U-Pb Dating of Quaternary Age Speleothems and Peats

D. A. Richards Department of Earth Sciences, University of Leeds, Leeds, LS2 9JT, UK


R. A. Cliff Department of Earth Sciences, University of Leeds, Leeds, LS2 9JT, UK

S. H. Bottrell Department of Earth Sciences, University of Leeds, Leeds, LS2 9JT, UK

K.-D. Ströhle Department of Earth Sciences, University of Leeds, Leeds, LS2 9JT, UK


Important information about past climates and landscape evolution can be obtained from speleothems (cave stalactites, stalagmites). However, the limited range of 230Th/238U dating techniques (< 500 ka) means that many potentially important geological samples of Quaternary and Tertiary age remain undated. The same is true of peat deposits, to which only radiocarbon (< 60 ka) and 230Th/238U techniques (Heijnis and van der Plicht, 1992) are applicable. U-Pb dating techniques are commonly used for materials ranging in age from a few million years to the age of the earth. Here we assess the application of U-Pb methodology to much younger deposits.

Preliminary Results

We demonstrate that a stalactite from Winnats Head Cave in the Peak District, England, previously analysed by 230Th/238U methods (Ford et al., 1983), can potentially be dated using U-Pb methodology. Sub-millimetre wafers, almost entirely composed of clear calcite with a small detrital component, were analysed by TIMS for U and Pb. The calcite phase has high U (16-30 µg g-1), and low
Pb (< 10 ng g-1). Using the preliminary Pb isotopic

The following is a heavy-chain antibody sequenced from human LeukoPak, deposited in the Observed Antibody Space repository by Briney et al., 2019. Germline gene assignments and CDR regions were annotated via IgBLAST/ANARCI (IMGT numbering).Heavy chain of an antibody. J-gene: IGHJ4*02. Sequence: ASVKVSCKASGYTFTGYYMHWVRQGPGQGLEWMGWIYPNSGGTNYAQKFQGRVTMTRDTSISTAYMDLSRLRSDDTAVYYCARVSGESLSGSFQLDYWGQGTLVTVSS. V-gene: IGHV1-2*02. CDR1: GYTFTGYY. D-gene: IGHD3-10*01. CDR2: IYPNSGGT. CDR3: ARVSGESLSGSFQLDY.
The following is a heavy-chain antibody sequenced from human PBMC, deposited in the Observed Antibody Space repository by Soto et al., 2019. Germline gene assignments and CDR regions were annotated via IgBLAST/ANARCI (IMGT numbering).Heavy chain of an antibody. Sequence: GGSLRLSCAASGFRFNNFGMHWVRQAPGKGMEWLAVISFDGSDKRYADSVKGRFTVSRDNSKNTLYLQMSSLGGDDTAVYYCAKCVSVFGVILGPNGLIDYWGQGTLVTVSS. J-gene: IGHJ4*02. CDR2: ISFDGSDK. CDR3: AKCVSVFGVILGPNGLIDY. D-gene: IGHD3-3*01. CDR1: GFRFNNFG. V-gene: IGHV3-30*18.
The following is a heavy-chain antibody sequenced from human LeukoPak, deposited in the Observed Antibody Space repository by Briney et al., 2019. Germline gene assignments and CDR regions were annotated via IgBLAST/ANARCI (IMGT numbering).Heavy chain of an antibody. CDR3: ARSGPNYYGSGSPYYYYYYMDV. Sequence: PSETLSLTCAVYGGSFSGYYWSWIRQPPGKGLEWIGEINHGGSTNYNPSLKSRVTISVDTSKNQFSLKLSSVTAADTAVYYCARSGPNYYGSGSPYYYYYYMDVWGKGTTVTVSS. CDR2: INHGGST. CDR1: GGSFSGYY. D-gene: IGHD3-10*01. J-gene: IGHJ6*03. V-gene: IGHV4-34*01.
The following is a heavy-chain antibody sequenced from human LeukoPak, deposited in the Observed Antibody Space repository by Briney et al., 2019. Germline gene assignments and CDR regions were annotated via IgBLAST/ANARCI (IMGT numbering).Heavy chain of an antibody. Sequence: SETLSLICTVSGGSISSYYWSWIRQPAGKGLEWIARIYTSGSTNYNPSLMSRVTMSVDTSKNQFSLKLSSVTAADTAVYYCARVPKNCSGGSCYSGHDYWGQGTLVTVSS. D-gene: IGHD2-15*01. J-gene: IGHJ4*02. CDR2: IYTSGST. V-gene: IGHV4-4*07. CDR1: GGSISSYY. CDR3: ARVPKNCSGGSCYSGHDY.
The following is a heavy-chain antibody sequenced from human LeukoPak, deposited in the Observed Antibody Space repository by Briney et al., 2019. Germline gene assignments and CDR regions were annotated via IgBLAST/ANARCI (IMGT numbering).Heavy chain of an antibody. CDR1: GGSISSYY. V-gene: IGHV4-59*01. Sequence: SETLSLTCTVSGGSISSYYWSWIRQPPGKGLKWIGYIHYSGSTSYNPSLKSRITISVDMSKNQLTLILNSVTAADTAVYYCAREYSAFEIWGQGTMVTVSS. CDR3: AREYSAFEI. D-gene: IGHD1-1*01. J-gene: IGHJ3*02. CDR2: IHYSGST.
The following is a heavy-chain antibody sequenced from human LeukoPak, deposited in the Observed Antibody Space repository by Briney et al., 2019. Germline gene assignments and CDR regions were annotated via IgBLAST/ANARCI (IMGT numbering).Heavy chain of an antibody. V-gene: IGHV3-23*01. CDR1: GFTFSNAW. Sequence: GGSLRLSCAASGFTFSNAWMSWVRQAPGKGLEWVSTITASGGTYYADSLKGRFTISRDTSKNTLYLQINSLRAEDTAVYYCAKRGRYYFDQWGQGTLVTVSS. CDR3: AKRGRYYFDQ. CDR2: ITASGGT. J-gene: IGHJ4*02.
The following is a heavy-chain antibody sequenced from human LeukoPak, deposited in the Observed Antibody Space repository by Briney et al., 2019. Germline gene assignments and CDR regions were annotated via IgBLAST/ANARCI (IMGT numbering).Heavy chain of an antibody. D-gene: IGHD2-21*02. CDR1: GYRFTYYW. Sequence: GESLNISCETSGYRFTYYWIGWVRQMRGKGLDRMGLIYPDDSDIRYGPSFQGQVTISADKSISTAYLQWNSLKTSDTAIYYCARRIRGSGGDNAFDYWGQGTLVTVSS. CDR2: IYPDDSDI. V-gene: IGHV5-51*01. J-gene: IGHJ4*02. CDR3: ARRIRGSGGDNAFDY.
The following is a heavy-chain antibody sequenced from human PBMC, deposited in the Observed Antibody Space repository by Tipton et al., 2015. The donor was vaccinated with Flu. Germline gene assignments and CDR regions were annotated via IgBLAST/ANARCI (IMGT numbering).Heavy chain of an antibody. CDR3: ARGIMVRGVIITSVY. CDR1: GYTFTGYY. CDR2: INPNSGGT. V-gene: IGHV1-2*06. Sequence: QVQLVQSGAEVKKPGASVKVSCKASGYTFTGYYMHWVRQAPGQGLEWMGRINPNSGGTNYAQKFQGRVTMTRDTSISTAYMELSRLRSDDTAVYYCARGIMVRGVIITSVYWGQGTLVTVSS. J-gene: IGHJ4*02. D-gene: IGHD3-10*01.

results plotted below, we obtain an initial 206Pb/204Pb ratio of 17.11 ± 0.04, identical to the measured detrital, low-m phase 206Pb/204Pb, 17.17 ± 0.09. The large range of m values obtained (800 to 1.2 x 106) enables 206Pb*/238U and 207Pb*/235U to be estimated with reasonable precisions (~3% and ~10%, respectively; 2s). Using the independently estimated initial (234U/238U) and assuming negligible initial 231Pa, 227Ac, 230Th, 226Ra, 210Pb, near-concordant ages of ~265 ± 5 ka and ~310 ± 30 ka (minimum 2s errors) have been derived as a first approximation (Ludwig, 1977). These are somewhat older than the 230Th/238U age of 186 ± 14 ka (2s) and possible causes of systematic bias are being investigated.

U-Pb methodology can also potentially be applied to ancient peat deposits if the system remains closed for intermediate daughters between 238U and 206Pb post deposition. Results for the Nar Valley freshwater peat deposit, East Anglia (314 ± 9 ka by 230Th/238U methods; Rowe and Atkinson, in prep.) with relatively low Pb (0.6-1.6 µg g-1) and high U (14-50 µg g-1) will be discussed.

Overall the results on both sample types are promising and a detailed investigation of U-Pb systematics in these young systems is continuing.


Ford, T.D., Gascoyne, M. & Beck, J.S., Cave Sci. 10, 103-115 (1983).

Heijnis, H. & van der Plicht, J., Chem. Geol. 94, 161-171 (1992).

Ludwig, K., Jour. Res., U.S. Geol. Surv. 5, 663-667 (1977).

Rowe, P.J. & Atkinson, T.C., (in prep).